This post was published at Zero Hedge on May 8, 2017.


  • Denmark: Debt Bomb, Waiting for an Inflationary Spark

    The recent prosperity comes with a cost.
    By Nick Kamran – Letters from Norway:
    From the outside looking in, the Danish economy appears as blissful as the country itself, which usually tops ‘The Happiness Index.’ The unemployment rate ticked down to 4.2% in the most recent release from 4.3% in 2016. Denmark, ranked 20th in economic complexity in 2015, has a mostly even trade balance, and $50K GDP per capita in 2016, making it among one of the richest nations in the world.
    Moreover, Danish GDP-per-capita growth led in the Nordics for the past ten years, from 2007 to 2016: Denmark 28.5%, Sweden 22.0%, Norway 14.6% Finland 12.2%. Although Denmark exports substantial agricultural and natural resource-based products, they are also major players in pharmaceuticals and machinery. Top companies include AP Mller-Mrsk, Novo Nordisk, Vestas, and Danske Bank, representing shipping, pharma, clean energy, and finance.

    This post was published at Wolf Street by Nick Kamran ‘ Mar 31, 2017.


  • Taxing Property Going Crazy

    The Left is fighting so hard to keep dominating everyone else, that it is hard not to see how society in starting to implode in the West. In Norway, the hunt for taxes has been so bad, they have now even been raising property taxes to include a dog house in the back yard.
    Meanwhile in Greece, people are not taking property that is left to them because they cannot pay the inheritance taxes to accept the property. This was one of the final stages in the collapse of Rome. People just walked away from their property because of taxes.
    Armstrong Economics

    This post was published at Armstrong Economics on Mar 18, 2017.


  • Are 100-Year Mortgages Next? Effects of Negative Real Interest Rates on Nordic Housing Bubble

    Wage Growth vs. Housing Price Growth By Nick Kamran, an American living in Oslo, Letters from Norway:
    Historically, central banks throughout Europe had one mandate: price stability. They did not worry about employment or economic growth, only currency integrity. Setting interest rates to contain inflation ensured that a Krone or a Euro would purchase tomorrow what it could today. Nevertheless, since the ebbing of the 2008 financial crisis, The ECB, of which Finland is a member, officially added full employment and economic growth to their mandate. The Norwegian, Swedish, and Danish Central Bank’s followed suit, stating that they would consider ‘other factors’ than inflation when basing an interest rate decision.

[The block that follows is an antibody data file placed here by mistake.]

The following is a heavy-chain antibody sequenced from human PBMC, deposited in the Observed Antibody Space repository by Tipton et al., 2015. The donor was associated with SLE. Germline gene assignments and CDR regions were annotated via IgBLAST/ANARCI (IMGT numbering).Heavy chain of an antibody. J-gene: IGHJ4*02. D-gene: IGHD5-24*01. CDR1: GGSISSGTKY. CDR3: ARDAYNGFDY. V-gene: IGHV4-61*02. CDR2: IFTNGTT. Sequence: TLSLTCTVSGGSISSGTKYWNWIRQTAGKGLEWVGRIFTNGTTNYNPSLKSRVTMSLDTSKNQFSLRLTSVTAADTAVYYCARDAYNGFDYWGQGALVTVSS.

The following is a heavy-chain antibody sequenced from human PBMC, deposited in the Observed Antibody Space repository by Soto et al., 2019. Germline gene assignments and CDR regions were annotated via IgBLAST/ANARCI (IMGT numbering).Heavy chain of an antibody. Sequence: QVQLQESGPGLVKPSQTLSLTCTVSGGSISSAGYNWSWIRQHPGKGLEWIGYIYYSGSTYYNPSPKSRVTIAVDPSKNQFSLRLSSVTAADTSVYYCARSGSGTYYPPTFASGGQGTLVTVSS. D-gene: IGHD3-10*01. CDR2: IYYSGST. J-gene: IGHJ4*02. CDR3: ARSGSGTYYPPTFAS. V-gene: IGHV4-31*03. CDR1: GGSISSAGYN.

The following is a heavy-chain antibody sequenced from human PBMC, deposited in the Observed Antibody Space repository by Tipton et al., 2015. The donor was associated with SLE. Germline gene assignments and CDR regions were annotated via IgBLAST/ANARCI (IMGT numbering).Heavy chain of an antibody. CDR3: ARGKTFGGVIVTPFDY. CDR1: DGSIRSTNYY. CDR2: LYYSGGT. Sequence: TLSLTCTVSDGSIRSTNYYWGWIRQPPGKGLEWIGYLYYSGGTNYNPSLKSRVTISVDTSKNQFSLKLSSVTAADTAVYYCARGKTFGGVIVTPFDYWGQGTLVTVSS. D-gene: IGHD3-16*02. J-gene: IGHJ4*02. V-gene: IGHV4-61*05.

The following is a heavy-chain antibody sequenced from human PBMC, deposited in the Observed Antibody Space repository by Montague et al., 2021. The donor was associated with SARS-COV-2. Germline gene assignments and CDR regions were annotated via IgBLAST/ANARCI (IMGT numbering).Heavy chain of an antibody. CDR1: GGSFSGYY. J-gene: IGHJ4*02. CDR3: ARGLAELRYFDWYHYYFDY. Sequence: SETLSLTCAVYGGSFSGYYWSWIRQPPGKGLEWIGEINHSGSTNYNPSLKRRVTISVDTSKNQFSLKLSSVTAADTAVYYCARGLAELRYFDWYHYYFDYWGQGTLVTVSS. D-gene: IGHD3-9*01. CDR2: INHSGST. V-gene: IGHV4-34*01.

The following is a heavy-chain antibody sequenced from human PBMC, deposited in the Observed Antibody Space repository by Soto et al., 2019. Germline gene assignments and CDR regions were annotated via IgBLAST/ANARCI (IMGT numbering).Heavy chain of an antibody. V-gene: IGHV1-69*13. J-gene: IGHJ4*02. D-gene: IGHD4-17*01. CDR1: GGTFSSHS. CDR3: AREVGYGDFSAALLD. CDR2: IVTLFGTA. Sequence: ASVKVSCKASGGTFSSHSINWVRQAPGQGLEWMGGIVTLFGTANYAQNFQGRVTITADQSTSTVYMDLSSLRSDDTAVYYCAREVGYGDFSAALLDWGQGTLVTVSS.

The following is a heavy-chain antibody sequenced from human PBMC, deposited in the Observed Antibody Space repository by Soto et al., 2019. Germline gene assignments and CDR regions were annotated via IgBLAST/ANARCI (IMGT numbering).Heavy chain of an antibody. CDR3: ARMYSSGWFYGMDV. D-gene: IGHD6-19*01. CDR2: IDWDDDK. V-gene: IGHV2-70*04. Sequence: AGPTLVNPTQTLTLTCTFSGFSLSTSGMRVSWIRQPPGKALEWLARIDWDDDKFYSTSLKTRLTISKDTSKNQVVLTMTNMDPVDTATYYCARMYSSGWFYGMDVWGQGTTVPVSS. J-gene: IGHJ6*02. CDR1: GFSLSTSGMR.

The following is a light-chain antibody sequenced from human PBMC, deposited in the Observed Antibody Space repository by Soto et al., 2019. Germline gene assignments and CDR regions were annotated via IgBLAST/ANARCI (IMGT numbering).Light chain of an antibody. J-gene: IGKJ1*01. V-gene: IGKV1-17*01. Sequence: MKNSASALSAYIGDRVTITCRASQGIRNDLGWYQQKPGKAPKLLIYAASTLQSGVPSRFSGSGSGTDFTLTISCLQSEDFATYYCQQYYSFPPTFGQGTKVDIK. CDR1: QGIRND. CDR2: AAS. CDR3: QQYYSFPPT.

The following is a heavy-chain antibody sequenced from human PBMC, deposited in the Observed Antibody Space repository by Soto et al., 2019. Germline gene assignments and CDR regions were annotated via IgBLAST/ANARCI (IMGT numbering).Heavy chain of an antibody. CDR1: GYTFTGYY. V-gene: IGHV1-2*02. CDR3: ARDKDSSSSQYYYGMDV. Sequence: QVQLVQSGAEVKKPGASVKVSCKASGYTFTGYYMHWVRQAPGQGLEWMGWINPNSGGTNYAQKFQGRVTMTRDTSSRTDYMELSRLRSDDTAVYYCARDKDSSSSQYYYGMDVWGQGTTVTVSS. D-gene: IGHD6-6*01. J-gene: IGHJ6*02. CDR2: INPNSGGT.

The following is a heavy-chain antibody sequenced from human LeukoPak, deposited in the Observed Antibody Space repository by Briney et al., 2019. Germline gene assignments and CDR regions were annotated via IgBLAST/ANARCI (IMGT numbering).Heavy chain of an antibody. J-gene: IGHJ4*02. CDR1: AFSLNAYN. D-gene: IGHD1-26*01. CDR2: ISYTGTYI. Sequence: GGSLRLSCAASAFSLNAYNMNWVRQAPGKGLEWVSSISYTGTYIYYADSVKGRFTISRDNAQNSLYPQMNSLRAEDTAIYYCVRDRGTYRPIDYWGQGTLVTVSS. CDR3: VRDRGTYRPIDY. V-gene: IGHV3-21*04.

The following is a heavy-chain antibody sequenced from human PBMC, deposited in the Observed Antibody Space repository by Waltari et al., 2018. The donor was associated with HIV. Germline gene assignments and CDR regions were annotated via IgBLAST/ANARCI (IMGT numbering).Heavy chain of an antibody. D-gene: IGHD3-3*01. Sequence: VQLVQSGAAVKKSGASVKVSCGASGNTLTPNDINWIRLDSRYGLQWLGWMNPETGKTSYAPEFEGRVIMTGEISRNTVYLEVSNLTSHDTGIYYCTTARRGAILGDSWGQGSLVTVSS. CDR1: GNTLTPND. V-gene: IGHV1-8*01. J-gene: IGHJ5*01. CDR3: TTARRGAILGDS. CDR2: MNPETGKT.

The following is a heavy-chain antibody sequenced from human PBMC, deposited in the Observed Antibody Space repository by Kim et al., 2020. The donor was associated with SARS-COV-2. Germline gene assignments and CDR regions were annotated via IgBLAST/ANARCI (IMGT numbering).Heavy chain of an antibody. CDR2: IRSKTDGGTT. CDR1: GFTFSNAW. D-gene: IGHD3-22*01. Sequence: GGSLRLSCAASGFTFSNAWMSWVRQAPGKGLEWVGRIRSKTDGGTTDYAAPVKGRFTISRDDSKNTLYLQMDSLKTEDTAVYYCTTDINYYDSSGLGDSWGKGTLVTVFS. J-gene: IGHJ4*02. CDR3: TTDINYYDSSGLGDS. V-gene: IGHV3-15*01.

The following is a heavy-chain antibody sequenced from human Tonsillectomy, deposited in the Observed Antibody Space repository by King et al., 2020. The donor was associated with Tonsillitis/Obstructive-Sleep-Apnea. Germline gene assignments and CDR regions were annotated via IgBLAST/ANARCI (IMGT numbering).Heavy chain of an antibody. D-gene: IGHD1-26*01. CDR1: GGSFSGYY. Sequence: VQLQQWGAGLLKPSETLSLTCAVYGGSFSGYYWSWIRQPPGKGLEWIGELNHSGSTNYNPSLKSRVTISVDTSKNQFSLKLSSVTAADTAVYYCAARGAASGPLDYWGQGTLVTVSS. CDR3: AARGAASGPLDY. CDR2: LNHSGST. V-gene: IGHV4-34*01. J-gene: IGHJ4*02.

Hence, instead of remaining impartial – leaving it to lawmakers, markets, and the public to deal with the prevailing interest rate – the central banks became involved in policy making. Adding employment and economic growth to their mandate equates to the National Institute of Standards changing the definition of the meter to help an engineering firm, working on a major bridge project, meet budgetary and timeline constraints. In addition to creating a dilemma, the additional mandates made central banks appear politically biased.

    This post was published at Wolf Street on Mar 4, 2017.


  • Norway Wealth Fund Gains $53 Billion in 2016 On Trump Rally

    After previously announcing plans to withdraw at least $15 billion to fund 2017 budget deficits, the $860 billion Norwegian sovereign wealth fund announced last December that it would change it’s portfolio allocations to try to make up for the withdrawals. The change would eventually result in 75% of the fund’s capital being allocated to global equities, up from the previous 60% allocation…you know, because equities never go down so more is always better.
    Now it seems that, at least for now, that bet has paid off to the tune of about $53 billion or 6.9% of the fund’s AUM. Meanwhile, the fund’s CEO, Yngve Slyngstad, attributed the gain to the Trump rally saying that “after the presidential election in the U. S., markets priced in higher growth and inflation in the global economy.” Per Bloomberg:
    The $900 billion Government Pension Fund Global returned 6.9 percent in 2016, after rising 2.7 percent the previous year, the Oslo-based investor said on Tuesday. Stocks gained 8.7 percent, bonds rose 4.3 percent, and real estate investment grew 0.8 percent.

    This post was published at Zero Hedge on Feb 28, 2017.


  • French Nuclear Watchdog Gives An Update On Mysterious Radioactive Iodine Blanketing Europe

    1/5 [february 20 2017] No health concerns following the detection of #radioactive #Iodine in Europe in January 2017 — IRSN France (@IRSNFrance) February 20, 2017

    On Sunday we reported that concerns have spread in Europe about a potential nuclear “incident” following a recent report by a French nuclear watchdog agency – the Institute for Radiological Protection and Nuclear Safety (IRSN), the French national public expert in nuclear and radiological risks – that radioactive Iodine-131 had been observed across much of northern and central Europe. Since the isotope has a half-life of only eight days, the detection was an indication of a rather recent release. As the Barents Observer added, “where the radioactivity is coming from is still a mystery.”